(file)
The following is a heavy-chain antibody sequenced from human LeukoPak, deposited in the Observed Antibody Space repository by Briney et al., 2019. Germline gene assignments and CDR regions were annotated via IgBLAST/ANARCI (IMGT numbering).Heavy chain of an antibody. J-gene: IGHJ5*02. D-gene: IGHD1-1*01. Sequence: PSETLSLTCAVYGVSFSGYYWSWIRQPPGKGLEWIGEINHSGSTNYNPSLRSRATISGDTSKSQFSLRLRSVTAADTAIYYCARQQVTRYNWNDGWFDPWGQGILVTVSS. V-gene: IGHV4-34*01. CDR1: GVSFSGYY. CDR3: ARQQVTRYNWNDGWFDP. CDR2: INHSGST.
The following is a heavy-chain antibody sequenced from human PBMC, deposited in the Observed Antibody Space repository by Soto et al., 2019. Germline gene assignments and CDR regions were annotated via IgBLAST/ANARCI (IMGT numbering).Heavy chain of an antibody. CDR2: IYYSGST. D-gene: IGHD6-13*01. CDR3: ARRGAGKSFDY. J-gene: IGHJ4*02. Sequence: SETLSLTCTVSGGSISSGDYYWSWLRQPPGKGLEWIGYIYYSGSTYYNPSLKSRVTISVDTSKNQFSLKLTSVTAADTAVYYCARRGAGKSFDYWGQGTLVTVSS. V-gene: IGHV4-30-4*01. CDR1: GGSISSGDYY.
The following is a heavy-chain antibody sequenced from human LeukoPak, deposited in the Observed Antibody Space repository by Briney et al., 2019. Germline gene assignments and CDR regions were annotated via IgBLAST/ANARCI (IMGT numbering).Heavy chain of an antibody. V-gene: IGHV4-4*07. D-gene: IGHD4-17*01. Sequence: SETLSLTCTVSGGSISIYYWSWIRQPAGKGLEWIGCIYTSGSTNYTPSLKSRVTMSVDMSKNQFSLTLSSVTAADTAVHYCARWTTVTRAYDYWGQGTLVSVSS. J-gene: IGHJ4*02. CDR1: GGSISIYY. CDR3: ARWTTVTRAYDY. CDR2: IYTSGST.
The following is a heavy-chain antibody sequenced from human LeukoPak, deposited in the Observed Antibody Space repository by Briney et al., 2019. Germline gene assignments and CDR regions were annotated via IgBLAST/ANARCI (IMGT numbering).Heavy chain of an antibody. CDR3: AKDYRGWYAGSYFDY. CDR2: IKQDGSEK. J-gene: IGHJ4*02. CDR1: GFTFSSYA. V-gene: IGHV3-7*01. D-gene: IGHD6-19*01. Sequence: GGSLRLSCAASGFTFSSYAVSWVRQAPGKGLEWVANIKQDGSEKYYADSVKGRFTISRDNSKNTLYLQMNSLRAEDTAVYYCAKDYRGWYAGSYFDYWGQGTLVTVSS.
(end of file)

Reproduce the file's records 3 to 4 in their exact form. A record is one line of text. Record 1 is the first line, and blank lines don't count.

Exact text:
The following is a heavy-chain antibody sequenced from human LeukoPak, deposited in the Observed Antibody Space repository by Briney et al., 2019. Germline gene assignments and CDR regions were annotated via IgBLAST/ANARCI (IMGT numbering).Heavy chain of an antibody. V-gene: IGHV4-4*07. D-gene: IGHD4-17*01. Sequence: SETLSLTCTVSGGSISIYYWSWIRQPAGKGLEWIGCIYTSGSTNYTPSLKSRVTMSVDMSKNQFSLTLSSVTAADTAVHYCARWTTVTRAYDYWGQGTLVSVSS. J-gene: IGHJ4*02. CDR1: GGSISIYY. CDR3: ARWTTVTRAYDY. CDR2: IYTSGST.
The following is a heavy-chain antibody sequenced from human LeukoPak, deposited in the Observed Antibody Space repository by Briney et al., 2019. Germline gene assignments and CDR regions were annotated via IgBLAST/ANARCI (IMGT numbering).Heavy chain of an antibody. CDR3: AKDYRGWYAGSYFDY. CDR2: IKQDGSEK. J-gene: IGHJ4*02. CDR1: GFTFSSYA. V-gene: IGHV3-7*01. D-gene: IGHD6-19*01. Sequence: GGSLRLSCAASGFTFSSYAVSWVRQAPGKGLEWVANIKQDGSEKYYADSVKGRFTISRDNSKNTLYLQMNSLRAEDTAVYYCAKDYRGWYAGSYFDYWGQGTLVTVSS.